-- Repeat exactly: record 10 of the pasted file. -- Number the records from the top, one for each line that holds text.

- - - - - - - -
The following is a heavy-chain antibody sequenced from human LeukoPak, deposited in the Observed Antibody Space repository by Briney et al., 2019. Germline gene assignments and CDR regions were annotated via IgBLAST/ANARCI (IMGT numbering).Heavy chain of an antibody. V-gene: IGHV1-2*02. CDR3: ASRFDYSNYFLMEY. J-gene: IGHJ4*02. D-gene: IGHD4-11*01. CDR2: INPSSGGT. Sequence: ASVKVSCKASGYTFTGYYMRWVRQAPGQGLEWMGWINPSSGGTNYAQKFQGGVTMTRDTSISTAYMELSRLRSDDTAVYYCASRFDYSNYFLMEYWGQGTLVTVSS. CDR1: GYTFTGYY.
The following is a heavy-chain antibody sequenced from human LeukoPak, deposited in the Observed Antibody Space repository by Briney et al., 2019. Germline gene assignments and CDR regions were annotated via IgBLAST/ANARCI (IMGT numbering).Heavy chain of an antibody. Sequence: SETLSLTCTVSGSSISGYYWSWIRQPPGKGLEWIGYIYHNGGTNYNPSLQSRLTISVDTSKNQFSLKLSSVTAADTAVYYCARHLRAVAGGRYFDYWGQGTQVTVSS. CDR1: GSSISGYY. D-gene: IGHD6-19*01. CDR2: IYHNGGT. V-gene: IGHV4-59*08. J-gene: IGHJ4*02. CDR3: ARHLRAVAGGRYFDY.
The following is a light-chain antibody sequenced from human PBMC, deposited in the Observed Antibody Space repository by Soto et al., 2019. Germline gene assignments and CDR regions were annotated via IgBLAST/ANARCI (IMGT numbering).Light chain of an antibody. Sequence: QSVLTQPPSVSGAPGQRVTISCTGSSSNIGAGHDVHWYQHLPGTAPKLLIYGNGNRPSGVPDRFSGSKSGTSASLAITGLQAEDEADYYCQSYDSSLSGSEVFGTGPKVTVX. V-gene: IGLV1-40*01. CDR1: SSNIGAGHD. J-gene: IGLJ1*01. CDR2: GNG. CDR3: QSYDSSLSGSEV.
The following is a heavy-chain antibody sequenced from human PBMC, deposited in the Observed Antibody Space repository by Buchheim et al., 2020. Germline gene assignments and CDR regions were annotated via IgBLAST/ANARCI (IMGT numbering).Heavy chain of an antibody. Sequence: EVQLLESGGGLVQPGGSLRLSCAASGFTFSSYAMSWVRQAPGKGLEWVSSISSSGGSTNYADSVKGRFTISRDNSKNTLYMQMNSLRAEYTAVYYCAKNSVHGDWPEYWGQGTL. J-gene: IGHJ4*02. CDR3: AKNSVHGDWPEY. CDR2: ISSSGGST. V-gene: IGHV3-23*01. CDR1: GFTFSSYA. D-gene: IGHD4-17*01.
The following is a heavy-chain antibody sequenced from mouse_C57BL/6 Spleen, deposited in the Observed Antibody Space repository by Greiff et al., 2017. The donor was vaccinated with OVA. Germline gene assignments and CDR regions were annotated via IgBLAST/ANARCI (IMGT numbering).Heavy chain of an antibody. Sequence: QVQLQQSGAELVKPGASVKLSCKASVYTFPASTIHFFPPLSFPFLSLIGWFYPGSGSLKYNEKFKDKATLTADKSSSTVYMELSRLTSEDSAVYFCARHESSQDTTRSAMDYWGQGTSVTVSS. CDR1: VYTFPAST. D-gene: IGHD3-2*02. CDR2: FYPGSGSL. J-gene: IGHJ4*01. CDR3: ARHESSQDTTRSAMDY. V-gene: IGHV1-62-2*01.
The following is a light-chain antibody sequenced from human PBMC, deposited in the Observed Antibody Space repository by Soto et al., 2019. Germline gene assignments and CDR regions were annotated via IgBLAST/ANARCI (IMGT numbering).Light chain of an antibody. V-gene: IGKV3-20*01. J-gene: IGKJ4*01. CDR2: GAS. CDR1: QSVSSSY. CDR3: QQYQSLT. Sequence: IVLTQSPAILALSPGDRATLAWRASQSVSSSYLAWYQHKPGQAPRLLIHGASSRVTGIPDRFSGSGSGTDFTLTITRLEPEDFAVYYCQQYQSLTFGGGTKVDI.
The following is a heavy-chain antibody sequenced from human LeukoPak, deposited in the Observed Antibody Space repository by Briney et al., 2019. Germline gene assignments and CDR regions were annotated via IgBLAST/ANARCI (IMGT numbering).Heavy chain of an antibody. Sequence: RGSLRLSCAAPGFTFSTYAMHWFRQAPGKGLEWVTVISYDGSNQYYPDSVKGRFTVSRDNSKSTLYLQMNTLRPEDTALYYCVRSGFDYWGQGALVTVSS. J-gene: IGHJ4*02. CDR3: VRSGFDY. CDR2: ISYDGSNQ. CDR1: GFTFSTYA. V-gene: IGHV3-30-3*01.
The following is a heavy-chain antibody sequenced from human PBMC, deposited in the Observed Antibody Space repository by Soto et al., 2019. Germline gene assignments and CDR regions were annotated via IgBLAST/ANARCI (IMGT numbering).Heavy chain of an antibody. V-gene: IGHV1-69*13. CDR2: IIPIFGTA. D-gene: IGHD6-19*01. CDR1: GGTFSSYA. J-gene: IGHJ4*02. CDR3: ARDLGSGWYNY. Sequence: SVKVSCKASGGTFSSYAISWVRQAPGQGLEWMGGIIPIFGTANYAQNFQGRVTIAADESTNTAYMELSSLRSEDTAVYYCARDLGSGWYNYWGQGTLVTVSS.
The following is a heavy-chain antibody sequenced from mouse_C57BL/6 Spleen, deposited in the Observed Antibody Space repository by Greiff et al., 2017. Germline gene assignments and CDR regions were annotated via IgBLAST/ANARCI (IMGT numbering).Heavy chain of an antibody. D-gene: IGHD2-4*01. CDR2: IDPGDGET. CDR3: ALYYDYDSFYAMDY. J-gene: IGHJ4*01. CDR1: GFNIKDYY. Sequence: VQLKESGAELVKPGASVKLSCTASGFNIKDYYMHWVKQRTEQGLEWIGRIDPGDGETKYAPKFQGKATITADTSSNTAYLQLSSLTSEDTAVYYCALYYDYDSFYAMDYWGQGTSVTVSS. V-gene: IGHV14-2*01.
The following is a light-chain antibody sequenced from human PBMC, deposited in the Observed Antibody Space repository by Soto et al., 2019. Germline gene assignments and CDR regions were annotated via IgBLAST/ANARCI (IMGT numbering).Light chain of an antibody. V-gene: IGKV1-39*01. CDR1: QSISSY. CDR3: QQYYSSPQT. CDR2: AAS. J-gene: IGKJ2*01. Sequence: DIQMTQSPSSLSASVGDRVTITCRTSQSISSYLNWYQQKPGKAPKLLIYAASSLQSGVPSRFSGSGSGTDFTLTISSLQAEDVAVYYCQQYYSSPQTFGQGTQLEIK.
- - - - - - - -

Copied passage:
The following is a light-chain antibody sequenced from human PBMC, deposited in the Observed Antibody Space repository by Soto et al., 2019. Germline gene assignments and CDR regions were annotated via IgBLAST/ANARCI (IMGT numbering).Light chain of an antibody. V-gene: IGKV1-39*01. CDR1: QSISSY. CDR3: QQYYSSPQT. CDR2: AAS. J-gene: IGKJ2*01. Sequence: DIQMTQSPSSLSASVGDRVTITCRTSQSISSYLNWYQQKPGKAPKLLIYAASSLQSGVPSRFSGSGSGTDFTLTISSLQAEDVAVYYCQQYYSSPQTFGQGTQLEIK.